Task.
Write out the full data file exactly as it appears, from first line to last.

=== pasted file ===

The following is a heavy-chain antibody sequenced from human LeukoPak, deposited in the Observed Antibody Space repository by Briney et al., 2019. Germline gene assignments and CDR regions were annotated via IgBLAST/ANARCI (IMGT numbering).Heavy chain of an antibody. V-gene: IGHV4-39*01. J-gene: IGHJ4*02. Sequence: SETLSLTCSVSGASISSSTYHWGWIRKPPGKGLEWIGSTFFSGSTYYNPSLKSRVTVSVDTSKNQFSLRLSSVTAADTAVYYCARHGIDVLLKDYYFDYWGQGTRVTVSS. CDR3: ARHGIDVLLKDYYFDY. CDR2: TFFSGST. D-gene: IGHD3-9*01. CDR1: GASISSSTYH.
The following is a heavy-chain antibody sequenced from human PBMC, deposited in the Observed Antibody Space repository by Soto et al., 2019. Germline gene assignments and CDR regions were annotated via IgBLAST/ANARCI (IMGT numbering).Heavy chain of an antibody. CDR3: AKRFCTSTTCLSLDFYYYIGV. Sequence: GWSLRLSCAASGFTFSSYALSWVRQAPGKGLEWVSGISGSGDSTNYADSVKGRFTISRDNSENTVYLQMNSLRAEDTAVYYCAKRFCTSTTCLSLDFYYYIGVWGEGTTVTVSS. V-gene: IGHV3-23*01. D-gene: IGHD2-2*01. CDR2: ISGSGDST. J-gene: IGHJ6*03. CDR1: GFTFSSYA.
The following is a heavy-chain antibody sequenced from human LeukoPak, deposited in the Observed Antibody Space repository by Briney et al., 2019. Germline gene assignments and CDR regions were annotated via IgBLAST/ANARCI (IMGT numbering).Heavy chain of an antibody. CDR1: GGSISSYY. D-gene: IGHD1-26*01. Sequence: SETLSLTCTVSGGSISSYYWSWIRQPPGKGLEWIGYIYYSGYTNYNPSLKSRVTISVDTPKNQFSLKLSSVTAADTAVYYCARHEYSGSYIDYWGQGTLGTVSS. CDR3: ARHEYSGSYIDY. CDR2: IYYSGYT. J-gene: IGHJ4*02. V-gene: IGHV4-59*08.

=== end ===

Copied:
The following is a heavy-chain antibody sequenced from human LeukoPak, deposited in the Observed Antibody Space repository by Briney et al., 2019. Germline gene assignments and CDR regions were annotated via IgBLAST/ANARCI (IMGT numbering).Heavy chain of an antibody. V-gene: IGHV4-39*01. J-gene: IGHJ4*02. Sequence: SETLSLTCSVSGASISSSTYHWGWIRKPPGKGLEWIGSTFFSGSTYYNPSLKSRVTVSVDTSKNQFSLRLSSVTAADTAVYYCARHGIDVLLKDYYFDYWGQGTRVTVSS. CDR3: ARHGIDVLLKDYYFDY. CDR2: TFFSGST. D-gene: IGHD3-9*01. CDR1: GASISSSTYH.
The following is a heavy-chain antibody sequenced from human PBMC, deposited in the Observed Antibody Space repository by Soto et al., 2019. Germline gene assignments and CDR regions were annotated via IgBLAST/ANARCI (IMGT numbering).Heavy chain of an antibody. CDR3: AKRFCTSTTCLSLDFYYYIGV. Sequence: GWSLRLSCAASGFTFSSYALSWVRQAPGKGLEWVSGISGSGDSTNYADSVKGRFTISRDNSENTVYLQMNSLRAEDTAVYYCAKRFCTSTTCLSLDFYYYIGVWGEGTTVTVSS. V-gene: IGHV3-23*01. D-gene: IGHD2-2*01. CDR2: ISGSGDST. J-gene: IGHJ6*03. CDR1: GFTFSSYA.
The following is a heavy-chain antibody sequenced from human LeukoPak, deposited in the Observed Antibody Space repository by Briney et al., 2019. Germline gene assignments and CDR regions were annotated via IgBLAST/ANARCI (IMGT numbering).Heavy chain of an antibody. CDR1: GGSISSYY. D-gene: IGHD1-26*01. Sequence: SETLSLTCTVSGGSISSYYWSWIRQPPGKGLEWIGYIYYSGYTNYNPSLKSRVTISVDTPKNQFSLKLSSVTAADTAVYYCARHEYSGSYIDYWGQGTLGTVSS. CDR3: ARHEYSGSYIDY. CDR2: IYYSGYT. J-gene: IGHJ4*02. V-gene: IGHV4-59*08.